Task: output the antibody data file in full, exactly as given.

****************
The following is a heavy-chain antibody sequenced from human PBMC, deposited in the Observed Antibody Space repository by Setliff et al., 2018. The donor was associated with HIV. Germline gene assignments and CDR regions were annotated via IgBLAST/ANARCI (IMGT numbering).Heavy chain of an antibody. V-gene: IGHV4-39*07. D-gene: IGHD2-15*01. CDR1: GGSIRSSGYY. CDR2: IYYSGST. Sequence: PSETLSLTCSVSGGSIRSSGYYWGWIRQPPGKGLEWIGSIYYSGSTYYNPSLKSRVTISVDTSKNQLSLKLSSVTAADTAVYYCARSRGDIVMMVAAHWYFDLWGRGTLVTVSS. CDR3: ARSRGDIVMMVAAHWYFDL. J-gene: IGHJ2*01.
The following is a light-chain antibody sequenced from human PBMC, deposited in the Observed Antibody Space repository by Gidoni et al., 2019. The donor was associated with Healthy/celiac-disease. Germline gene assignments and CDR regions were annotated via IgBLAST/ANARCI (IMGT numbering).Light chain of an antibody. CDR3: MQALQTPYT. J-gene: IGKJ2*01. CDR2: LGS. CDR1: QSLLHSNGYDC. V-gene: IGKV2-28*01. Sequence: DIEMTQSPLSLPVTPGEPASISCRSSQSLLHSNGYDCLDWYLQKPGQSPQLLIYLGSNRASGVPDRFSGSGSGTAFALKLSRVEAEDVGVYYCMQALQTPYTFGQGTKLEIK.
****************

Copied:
The following is a heavy-chain antibody sequenced from human PBMC, deposited in the Observed Antibody Space repository by Setliff et al., 2018. The donor was associated with HIV. Germline gene assignments and CDR regions were annotated via IgBLAST/ANARCI (IMGT numbering).Heavy chain of an antibody. V-gene: IGHV4-39*07. D-gene: IGHD2-15*01. CDR1: GGSIRSSGYY. CDR2: IYYSGST. Sequence: PSETLSLTCSVSGGSIRSSGYYWGWIRQPPGKGLEWIGSIYYSGSTYYNPSLKSRVTISVDTSKNQLSLKLSSVTAADTAVYYCARSRGDIVMMVAAHWYFDLWGRGTLVTVSS. CDR3: ARSRGDIVMMVAAHWYFDL. J-gene: IGHJ2*01.
The following is a light-chain antibody sequenced from human PBMC, deposited in the Observed Antibody Space repository by Gidoni et al., 2019. The donor was associated with Healthy/celiac-disease. Germline gene assignments and CDR regions were annotated via IgBLAST/ANARCI (IMGT numbering).Light chain of an antibody. CDR3: MQALQTPYT. J-gene: IGKJ2*01. CDR2: LGS. CDR1: QSLLHSNGYDC. V-gene: IGKV2-28*01. Sequence: DIEMTQSPLSLPVTPGEPASISCRSSQSLLHSNGYDCLDWYLQKPGQSPQLLIYLGSNRASGVPDRFSGSGSGTAFALKLSRVEAEDVGVYYCMQALQTPYTFGQGTKLEIK.